This week our Vice President of Government Affairs, Jon Turke, had the opportunity to travel with our state chamber affiliate, Wisconsin Manufacturers and Commerce, to our nation’s capital to visit with key stakeholder partners and members of our congressional delegation. Attendees were able to dive into policy details on federal issues including comprehensive immigration reform, the debt ceiling, international trade, and the overall federal budget.
They met with the National Association of Manufacturers, the Canadian Embassy, the US Chamber, and every member of the Wisconsin Congressional Delegation.
The main focus of many of the meetings was the debt ceiling and the catastrophic consequences of defaulting on our debt payments. However, the worker shortage we have been hearing about from all sectors of the economy was another hot topic. Hopes that Congress will be able to pass comprehensive immigration reform that secures the border and allows more opportunities for highly skilled, legal immigrants were slim. It is more likely that smaller, piecemeal legislation gets passed that may help on the margins but not fix the issue.
House Republicans are aiming to use the debt ceiling fight to get concessions from President Biden and Democrats in the Senate on at least one major issue of theirs. Democrats want a clean debt ceiling hike and to push off other issues for the budget or separate legislation. Both parties have used the debt ceiling as a negotiating tactic over the years.
In general, there was more hope than expected at both parties working together, at least for the first half of 2023. As we approach 2024, candidates start running for president and the path for bipartisanship narrows significantly as both sides jockey for favor from their potential primary voters.
President Biden Delivers State of the Union
The trip happened to coincide with President Biden’s State of the Union address – which actually canceled an originally scheduled White House briefing.
The speech was combative at times, with Republicans voicing their disapproval with many of his proposals on the floor. While not exactly showing the expected decorum of the moment, this has been an increasingly confrontational speech under Presidents Obama, Trump, and now Biden.
The President touched on a variety of issues, including economic development and job creation, healthcare, abortion, inflation, and assault weapons to name a few.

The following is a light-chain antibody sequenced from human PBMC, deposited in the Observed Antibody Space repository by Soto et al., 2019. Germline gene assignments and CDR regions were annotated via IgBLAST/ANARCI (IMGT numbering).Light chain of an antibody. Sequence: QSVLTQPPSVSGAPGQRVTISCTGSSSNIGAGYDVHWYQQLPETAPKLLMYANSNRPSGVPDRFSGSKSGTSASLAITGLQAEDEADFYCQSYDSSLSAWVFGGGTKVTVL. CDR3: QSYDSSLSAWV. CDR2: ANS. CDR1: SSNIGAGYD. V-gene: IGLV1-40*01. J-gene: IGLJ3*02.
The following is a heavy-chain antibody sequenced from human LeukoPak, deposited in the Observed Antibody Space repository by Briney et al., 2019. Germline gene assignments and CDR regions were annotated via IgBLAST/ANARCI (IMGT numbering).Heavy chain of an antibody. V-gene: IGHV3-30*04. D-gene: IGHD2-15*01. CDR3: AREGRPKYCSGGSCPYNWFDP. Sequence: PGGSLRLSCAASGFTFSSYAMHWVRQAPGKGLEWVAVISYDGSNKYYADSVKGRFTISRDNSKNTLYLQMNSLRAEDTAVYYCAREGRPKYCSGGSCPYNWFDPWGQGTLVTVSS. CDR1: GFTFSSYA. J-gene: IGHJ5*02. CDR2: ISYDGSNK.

This speech is an opportunity for a president to lay out his agenda for the next year, and based on where we are in the calendar, use it as a springboard for an early re-election campaign. Many observers noted that he certainly sounded like a future candidate for re-election vs. someone ready to hang it up after one term.
In a divided congress, it’s highly unlikely any of his specific proposals will pass, but he certainly framed the issues how he sees them and will serve as the basis for opening negotiations between both sides.
Evers Announces Local Government Funding Plan
In his State of the State address in January, Governor Evers announced that he will propose significant increases in shared revenue to local government. In the lead up to his Budget Address next week, his office has been releasing more details on a variety of his programs. Earlier this week, he shared key details on a plan that most municipalities have been advocating for.
- The governor’s budget creates a new shared revenue appropriation that will provide increased aid to municipalities and counties of $576.2 million GPR in fiscal year 2024-25. Future allocations will grow with sales tax collections. The appropriation’s allocation for each calendar year will be 20 percent of the state’s sales tax collections of the fiscal year ending in that calendar year. As part of the 20 percent, communities will continue to receive existing county and municipal aid, expenditure restraint, and the county and municipal components of personal property aid; the remaining funds will be divided between public safety aid and general aid to municipalities and counties.
- Public safety aid will be 43.4 percent of the total funds available ($250 million) under the new appropriation. Public safety aid payments can be used to support law enforcement, fire, and EMS as well as courts and district attorneys’ offices and the distribution formula ensures that no government will receive less than $10,000 under the public safety aid distribution.
- The remaining 56.6 percent of the aid will be distributed as general aid with 70 percent allocated to municipalities and 30 percent to counties.
- Details regarding the distribution to each local government in the state will be available at the time of the governor’s budget address.
- For future distributions under the new shared revenue, no local government may receive less than 95 percent of their prior year’s allocation. Existing shared revenue programs will continue under their current law provisions.
Local Option Sales Tax
The governor’s budget will allow Milwaukee County to impose an additional 1.0 percent sales tax, with 50 percent of the resulting new revenue distributed to the city of Milwaukee. This will diversify local revenue sources and improve the ability of both Milwaukee County and the city of Milwaukee to address unique needs in the state’s largest metropolitan area. This proposal must be approved by local referendum to take effect.
The budget also allows counties, other than Milwaukee County, to impose an additional 0.5 percent sales tax and allows municipalities with populations over 30,000, other than the city of Milwaukee, to impose a 0.5 percent sales tax to diversify local revenue sources and better empower local governments to fund police and fire protection, EMS, transit, roads, and other important services, if approved by local referendum.